In Terrell’s debut novel based on a true story, three nuns stand up to the Catholic Church for the sake of their small Irish village.
The plot centers on the Sisters of Infinite Grace’s search for a new religious mission when their bishop attempts to seize their convent in Donadon, a small coastal town in Ireland. The convent has dwindled to three remaining nuns: Sister Benedict, a former schoolteacher and current leader of the sisters; Sister Edgar, the youngest and feistiest of the three; and Sister Jerome, a placid, pious woman who says she receives visions from God. When the bishop demands that the sisters leave their convent so that the church can repurpose it as a monastery, they’re initially at a loss as to where to go and what to do. Then Sister Jerome receives a vision of a new seaside hotel that would enrich the Donadon economy. The first half of the book follows their efforts to make that vision a reality. With the help of the villagers and a kindhearted investor, Patrick Flynn, the sisters sell their land to make way for the hotel’s development, thwarting the bishop’s plans. The novel’s second half follows the nuns on a pilgrimage to Rome, where they hope the pope will give them a new mission now that their days in Donadon are coming to a close. But then the pope himself accuses the nuns of being “attaccabrighi,” or “troublemakers.” The sisters soon find themselves in a battle against the institutional infrastructure of Catholicism itself. Unfortunately, the overall plot moves in fits and starts, depriving the novel of the inherent drama of this theme. Lengthy descriptions of the sisters’ meals and excessive haggling over real estate slow the story’s progression, and characters develop little beyond a few defining traits, such as Edgar’s defiance or Jerome’s piety. Nonetheless, Terrell enriches the story with local flavor, including Irish dialect (“This devil of a holy man will not feckin’ have the best of Patrick Flynn”) and culture, which will please readers interested in the region; for example, the nuns proudly take a ferry named for the Irish poet William Butler Yeats, and the author makes a point of showing characters drinking Guinness beer throughout.The novel may also interest those who like the politics of the Catholic Church.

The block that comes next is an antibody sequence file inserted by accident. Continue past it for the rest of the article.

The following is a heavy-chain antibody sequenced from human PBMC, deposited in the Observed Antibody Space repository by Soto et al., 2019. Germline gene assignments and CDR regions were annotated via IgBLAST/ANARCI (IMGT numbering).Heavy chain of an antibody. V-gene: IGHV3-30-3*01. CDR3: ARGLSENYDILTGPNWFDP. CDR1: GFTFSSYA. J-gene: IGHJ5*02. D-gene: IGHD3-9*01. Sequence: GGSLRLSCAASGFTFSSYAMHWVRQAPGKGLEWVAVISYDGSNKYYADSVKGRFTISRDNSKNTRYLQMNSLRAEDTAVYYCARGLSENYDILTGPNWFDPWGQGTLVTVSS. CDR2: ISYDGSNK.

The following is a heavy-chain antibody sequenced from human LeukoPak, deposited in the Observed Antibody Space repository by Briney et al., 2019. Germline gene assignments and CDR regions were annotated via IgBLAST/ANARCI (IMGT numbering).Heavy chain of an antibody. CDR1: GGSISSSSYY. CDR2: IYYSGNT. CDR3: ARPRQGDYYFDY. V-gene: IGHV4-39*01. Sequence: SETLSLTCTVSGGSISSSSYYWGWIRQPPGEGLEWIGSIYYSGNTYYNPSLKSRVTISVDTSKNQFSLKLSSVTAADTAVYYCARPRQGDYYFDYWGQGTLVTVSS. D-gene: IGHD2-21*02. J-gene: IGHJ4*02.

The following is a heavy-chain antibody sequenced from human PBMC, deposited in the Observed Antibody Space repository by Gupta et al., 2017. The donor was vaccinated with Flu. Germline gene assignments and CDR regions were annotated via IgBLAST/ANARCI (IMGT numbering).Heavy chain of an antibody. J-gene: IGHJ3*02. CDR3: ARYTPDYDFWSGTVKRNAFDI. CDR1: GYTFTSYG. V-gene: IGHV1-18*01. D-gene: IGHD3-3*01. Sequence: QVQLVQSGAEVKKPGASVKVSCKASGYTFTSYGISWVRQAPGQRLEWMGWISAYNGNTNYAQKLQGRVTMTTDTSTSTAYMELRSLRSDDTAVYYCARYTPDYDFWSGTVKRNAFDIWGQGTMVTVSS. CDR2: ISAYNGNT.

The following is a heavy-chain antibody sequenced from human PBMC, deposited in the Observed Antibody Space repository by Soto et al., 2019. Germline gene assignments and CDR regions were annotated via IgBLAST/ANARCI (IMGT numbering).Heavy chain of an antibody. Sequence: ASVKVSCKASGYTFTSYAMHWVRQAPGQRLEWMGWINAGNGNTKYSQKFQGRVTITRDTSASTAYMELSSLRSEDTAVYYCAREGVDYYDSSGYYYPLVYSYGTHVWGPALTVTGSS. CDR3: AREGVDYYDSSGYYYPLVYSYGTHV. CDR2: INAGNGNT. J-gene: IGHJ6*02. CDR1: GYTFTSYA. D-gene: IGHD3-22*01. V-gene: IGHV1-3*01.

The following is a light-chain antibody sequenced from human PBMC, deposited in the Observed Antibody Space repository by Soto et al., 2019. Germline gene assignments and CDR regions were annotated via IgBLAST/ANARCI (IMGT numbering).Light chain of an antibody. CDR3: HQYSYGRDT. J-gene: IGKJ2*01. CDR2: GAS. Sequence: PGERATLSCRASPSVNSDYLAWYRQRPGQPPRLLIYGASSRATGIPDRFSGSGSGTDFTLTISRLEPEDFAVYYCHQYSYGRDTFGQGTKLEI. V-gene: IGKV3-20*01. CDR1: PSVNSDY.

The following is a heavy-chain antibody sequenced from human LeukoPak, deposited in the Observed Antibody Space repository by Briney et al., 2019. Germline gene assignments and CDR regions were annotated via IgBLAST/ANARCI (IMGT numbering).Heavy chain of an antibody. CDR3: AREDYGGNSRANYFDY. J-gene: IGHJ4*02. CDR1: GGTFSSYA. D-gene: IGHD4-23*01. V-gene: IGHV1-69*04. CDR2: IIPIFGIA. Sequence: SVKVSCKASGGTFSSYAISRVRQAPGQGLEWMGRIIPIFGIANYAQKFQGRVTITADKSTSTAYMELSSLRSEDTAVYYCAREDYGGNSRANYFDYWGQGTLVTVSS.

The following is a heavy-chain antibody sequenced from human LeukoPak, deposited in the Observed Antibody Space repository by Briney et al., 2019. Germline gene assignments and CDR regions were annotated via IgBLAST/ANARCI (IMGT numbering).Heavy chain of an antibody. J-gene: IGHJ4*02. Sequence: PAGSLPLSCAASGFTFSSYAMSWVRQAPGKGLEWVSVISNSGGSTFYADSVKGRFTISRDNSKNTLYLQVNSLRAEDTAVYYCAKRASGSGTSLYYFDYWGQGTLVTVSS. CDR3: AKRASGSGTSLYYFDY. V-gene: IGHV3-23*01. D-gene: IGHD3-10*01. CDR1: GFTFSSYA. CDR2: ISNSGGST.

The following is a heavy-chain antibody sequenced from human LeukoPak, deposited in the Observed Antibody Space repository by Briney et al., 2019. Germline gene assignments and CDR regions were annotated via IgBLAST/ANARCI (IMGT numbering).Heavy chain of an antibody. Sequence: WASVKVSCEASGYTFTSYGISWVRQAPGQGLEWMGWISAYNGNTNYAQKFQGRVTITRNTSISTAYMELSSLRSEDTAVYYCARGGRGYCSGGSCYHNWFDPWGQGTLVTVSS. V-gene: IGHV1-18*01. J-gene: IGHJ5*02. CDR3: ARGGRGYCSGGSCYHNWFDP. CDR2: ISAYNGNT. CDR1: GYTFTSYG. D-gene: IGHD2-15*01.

An uneven novel about three women following God’s path in spite of institutional obstacles.